Campbell also documents the bloodlines of important horses, the impact of key people on Virginia’s horse scene, and the rise and fall of various breeding farms and horse clubs. It’s a lot to digest, but scores of gorgeous photos and illustrations, and amusing anecdotes are woven throughout the text. “There were so many great stories that were easy to find,” says Campbell, “such as George Washington and what a great horseman he was, and how he broke the law to introduce mules to the United States. And then the whole story of Secretariat. I remember very vividly: I was a teenager watching the Triple Crown back in 1973, so it was fun to learn more about him. And I got to interview [Secretariat’s owner] Penny Chenery Tweedy, and that was a thrill to talk with her on the phone.”
In addition to the great Triple Crown champion Secretariat, we learn about other famous Virginia horses, such as Traveller—Robert E. Lee’s nervous horse that once skittishly reared in battle and saved them both as a cannonball shot underneath the animal while he pawed at the air—and famous riders, such as the U.S. three-day eventing team that won the bronze medal at the 2000 Olympics: all four competitors were not only Virginians, they also hailed from the same town, Middleburg.
One of the most endearing stories, though, is that of Misty. When Marguerite Henry witnessed Chincoteague’s pony penning in 1946, she fell in love with one of the foals, purchased it, and wrote a best-selling children’s novel titled Misty of Chincoteague, which was later made into a movie. While promoting her book, Henry brought the grown pony along. Misty was so affectionate, she would plant her forelegs on a stepstool and hold out a hoof to shake with people. “As good-natured and tame as Misty was,” Campbell writes, “Henry still had to play a small music box in Misty’s ear to keep the horse from kicking when a crowd of admirers drew too close.” Although Misty died in 1972, visitors to Chincoteague can still see the wild pony statue erected in her honor and her hoof prints memorialized in cement outside of the Roxy Theater.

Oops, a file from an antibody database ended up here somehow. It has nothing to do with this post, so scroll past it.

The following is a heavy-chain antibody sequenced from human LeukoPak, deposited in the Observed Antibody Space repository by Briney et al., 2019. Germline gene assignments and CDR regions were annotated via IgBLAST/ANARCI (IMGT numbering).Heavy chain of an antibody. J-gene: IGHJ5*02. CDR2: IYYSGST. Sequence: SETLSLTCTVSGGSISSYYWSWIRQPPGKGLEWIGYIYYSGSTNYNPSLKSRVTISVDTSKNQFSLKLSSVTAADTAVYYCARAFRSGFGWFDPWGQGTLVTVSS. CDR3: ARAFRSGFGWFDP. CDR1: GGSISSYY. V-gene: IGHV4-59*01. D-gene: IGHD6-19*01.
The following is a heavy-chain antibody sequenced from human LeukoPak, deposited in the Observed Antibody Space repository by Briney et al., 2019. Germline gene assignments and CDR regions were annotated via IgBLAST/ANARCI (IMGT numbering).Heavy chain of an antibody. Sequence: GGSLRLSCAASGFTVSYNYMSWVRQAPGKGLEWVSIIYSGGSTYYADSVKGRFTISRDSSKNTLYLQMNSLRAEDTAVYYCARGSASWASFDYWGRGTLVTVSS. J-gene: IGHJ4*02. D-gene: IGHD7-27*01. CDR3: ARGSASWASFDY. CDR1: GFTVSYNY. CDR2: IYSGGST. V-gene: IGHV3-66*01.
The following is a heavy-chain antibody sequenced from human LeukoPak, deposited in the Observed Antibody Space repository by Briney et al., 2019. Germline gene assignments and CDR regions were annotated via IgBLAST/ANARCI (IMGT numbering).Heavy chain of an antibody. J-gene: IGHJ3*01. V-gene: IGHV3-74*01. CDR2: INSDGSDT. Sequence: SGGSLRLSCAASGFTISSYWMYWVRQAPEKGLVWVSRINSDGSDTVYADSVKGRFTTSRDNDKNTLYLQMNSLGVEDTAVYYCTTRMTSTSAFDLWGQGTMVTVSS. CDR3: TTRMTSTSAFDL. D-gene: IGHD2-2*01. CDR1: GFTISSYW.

These anecdotes and others make The Horse in Virginia an enjoyable if demanding read. We learn not only about the most notable horses but also about some lesser-known, quirky characters. Lady Wonder, for instance, was a Petersburg horse born in 1924 that could supposedly predict the future. Her owner built a typewriter-like device that Lady Wonder would press with her nose to spell out her answers—after visitors coughed up a dollar.
Campbell’s tone becomes bittersweet when her narrative moves into the modern era. “After World War II,” she says, “there was a whole mechanization of everything about the United States, and horses were just a casualty of that. Farmers turned to tractors to plow their fields and a lot of draft horses unfortunately went for slaughter, either made into dog food or sold as horse meat.”
But nothing like that could happen today: horses are treated like pets, athletes and even family members. They graze on small farms, roam grassy fields and gallop on racetracks. Yes, Virginia truly loves her horses.